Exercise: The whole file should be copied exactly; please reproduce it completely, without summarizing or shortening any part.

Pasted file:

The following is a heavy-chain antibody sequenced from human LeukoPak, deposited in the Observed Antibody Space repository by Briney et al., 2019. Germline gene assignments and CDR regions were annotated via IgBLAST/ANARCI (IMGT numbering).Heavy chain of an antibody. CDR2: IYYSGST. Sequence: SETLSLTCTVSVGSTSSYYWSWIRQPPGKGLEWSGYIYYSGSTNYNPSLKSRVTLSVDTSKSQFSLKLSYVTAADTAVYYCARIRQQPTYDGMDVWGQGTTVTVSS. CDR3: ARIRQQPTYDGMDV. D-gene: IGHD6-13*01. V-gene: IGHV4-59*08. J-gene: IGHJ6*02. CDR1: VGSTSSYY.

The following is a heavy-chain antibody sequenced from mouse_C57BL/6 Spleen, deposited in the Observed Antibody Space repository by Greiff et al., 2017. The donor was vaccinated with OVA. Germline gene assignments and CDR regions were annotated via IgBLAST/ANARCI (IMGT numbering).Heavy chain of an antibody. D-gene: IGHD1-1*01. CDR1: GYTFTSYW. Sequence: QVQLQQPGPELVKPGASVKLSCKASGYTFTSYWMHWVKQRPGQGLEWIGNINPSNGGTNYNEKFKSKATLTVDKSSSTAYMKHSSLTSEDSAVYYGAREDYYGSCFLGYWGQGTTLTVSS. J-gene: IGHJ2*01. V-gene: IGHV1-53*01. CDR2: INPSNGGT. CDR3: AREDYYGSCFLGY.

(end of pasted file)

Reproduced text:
The following is a heavy-chain antibody sequenced from human LeukoPak, deposited in the Observed Antibody Space repository by Briney et al., 2019. Germline gene assignments and CDR regions were annotated via IgBLAST/ANARCI (IMGT numbering).Heavy chain of an antibody. CDR2: IYYSGST. Sequence: SETLSLTCTVSVGSTSSYYWSWIRQPPGKGLEWSGYIYYSGSTNYNPSLKSRVTLSVDTSKSQFSLKLSYVTAADTAVYYCARIRQQPTYDGMDVWGQGTTVTVSS. CDR3: ARIRQQPTYDGMDV. D-gene: IGHD6-13*01. V-gene: IGHV4-59*08. J-gene: IGHJ6*02. CDR1: VGSTSSYY.

The following is a heavy-chain antibody sequenced from mouse_C57BL/6 Spleen, deposited in the Observed Antibody Space repository by Greiff et al., 2017. The donor was vaccinated with OVA. Germline gene assignments and CDR regions were annotated via IgBLAST/ANARCI (IMGT numbering).Heavy chain of an antibody. D-gene: IGHD1-1*01. CDR1: GYTFTSYW. Sequence: QVQLQQPGPELVKPGASVKLSCKASGYTFTSYWMHWVKQRPGQGLEWIGNINPSNGGTNYNEKFKSKATLTVDKSSSTAYMKHSSLTSEDSAVYYGAREDYYGSCFLGYWGQGTTLTVSS. J-gene: IGHJ2*01. V-gene: IGHV1-53*01. CDR2: INPSNGGT. CDR3: AREDYYGSCFLGY.